Diagnosis and Treatment of Hip Dislocation in Wake County
What is Hip Dislocation?
A hip dislocation is an event that requires extreme force or another severe circumstance in order to occur. Hip dislocations occur when the top or head of the femur comes out of the socket of the pelvis. Dislocation is caused by a congenital condition or can result from a traumatic event, usually a car accident or a fall from a substantial height. Hip dislocation is a medical emergency, and immediate treatment is imperative to prevent additional damage. Learn more below about how our hip specialists at Raleigh Orthopaedic diagnose and treat hip dislocations in Wake County.
Causes of Hip Dislocation
Hip dislocations are classified into two types – congenital and acquired. Congenital hip dislocation, also commonly known as hip dysplasia, happens when a child is born with an unstable hip. This is caused by abnormal formation of the hip during the early stages of fetal development. On the other hand, acquired dislocations occur from the force of high-energy trauma. Usually, this is due to a traumatic event like a car accident or falling from a significant height. These are what are considered native-type acquired dislocations. You may also experience a hip dislocation after total hip replacement, the other type of dislocation that is seen in the medical field. This dislocation will mainly occur within the first three months after replacement surgery. Both acquired and after-replacement dislocations will require medical treatment from a hip specialist.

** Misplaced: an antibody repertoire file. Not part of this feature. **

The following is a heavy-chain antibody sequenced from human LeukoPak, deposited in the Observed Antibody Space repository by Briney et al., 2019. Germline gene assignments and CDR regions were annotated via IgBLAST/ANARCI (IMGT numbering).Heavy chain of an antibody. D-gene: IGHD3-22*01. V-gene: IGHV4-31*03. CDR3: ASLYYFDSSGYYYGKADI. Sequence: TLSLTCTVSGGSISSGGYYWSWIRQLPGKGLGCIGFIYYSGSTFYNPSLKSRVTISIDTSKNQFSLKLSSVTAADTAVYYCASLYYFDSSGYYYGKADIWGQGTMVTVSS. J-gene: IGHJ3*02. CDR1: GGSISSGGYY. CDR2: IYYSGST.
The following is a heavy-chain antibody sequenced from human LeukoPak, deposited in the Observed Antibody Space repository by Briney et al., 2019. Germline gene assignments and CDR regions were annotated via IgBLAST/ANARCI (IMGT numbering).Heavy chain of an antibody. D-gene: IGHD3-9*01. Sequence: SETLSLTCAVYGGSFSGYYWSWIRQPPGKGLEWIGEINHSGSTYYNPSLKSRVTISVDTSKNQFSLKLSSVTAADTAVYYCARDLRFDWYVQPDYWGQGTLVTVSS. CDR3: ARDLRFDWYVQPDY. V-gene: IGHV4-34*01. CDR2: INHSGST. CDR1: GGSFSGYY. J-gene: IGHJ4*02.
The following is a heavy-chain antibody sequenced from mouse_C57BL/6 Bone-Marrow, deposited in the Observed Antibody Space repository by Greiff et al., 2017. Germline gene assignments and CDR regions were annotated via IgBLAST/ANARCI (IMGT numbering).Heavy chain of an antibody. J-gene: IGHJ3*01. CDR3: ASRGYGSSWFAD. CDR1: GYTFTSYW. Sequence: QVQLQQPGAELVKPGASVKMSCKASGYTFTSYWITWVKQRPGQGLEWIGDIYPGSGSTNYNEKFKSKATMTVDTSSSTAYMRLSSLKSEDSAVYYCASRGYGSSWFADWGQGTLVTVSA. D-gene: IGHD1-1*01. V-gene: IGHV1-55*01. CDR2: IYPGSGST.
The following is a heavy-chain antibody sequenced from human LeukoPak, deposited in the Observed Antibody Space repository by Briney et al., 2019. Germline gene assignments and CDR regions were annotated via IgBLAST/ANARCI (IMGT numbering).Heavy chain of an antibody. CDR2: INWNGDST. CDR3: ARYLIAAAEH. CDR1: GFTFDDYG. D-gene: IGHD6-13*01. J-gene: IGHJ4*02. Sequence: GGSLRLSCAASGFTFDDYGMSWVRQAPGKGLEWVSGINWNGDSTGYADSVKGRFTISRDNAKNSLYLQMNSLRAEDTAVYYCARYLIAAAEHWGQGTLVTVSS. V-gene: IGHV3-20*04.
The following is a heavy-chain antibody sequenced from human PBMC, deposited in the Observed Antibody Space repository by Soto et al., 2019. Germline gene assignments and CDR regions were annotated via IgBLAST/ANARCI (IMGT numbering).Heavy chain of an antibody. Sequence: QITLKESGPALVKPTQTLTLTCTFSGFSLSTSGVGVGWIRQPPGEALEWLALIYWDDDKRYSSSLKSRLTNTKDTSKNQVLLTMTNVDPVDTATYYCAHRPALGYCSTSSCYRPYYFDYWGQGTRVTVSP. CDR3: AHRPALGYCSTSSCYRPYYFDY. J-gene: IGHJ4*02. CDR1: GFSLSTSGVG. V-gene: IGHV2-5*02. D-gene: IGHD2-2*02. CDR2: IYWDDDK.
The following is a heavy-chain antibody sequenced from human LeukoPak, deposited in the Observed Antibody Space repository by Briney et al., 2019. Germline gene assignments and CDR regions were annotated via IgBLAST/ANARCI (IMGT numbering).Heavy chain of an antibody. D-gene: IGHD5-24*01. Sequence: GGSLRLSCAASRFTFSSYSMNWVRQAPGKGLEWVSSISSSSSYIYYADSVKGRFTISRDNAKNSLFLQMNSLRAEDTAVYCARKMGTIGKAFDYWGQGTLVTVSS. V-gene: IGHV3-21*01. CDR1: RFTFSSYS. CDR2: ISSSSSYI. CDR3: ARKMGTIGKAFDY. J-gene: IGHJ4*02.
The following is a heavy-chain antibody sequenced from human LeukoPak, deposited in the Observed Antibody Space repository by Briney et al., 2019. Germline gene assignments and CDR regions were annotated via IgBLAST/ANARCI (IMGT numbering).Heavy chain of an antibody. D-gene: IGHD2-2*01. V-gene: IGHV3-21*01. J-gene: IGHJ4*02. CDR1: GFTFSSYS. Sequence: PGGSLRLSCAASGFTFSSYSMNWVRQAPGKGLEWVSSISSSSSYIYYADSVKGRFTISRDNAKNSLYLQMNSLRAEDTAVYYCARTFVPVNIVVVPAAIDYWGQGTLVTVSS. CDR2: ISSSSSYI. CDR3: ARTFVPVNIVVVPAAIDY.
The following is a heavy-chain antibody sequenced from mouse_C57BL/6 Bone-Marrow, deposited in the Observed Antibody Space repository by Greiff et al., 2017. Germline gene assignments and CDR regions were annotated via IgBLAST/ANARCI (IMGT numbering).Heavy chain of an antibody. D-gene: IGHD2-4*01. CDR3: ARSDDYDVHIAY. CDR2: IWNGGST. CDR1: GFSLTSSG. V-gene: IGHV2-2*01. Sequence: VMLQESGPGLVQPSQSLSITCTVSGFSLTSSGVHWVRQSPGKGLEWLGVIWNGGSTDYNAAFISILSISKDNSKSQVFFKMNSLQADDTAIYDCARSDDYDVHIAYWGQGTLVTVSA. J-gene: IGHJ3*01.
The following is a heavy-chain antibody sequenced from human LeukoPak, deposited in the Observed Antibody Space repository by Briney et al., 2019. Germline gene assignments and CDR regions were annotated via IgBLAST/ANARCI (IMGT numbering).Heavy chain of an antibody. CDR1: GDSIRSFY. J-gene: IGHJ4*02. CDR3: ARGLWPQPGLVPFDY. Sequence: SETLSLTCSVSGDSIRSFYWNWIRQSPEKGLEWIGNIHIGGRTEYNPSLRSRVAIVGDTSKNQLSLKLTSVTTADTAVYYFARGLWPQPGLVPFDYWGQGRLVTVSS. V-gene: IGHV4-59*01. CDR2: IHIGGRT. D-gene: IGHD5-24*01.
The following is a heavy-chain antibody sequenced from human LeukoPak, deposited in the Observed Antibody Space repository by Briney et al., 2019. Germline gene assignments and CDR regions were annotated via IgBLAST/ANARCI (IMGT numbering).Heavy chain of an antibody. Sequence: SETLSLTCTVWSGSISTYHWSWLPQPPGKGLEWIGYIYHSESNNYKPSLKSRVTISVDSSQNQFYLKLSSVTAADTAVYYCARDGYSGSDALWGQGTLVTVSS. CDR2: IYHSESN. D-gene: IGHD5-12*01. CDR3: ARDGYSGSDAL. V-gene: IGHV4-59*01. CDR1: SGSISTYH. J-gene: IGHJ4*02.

Symptoms of a Dislocated Hip
A dislocated hip is a severe injury. It can occur either posteriorly, towards the back of the body, or anteriorly, towards the front. Most dislocations are posterior and leave the leg immobilized with the foot and knee facing inward. Anterior dislocations cause the foot and knee to face outward. In addition, the leg with the dislocation will appear shorter than the other leg, and some very easily identifiable misalignment may be visible. There can also be visible swelling and some bruising at the site, which points to dislocation as the cause. The symptoms of hip dislocation are hard to ignore and should indicate the need for immediate medical intervention. Symptoms are known to include: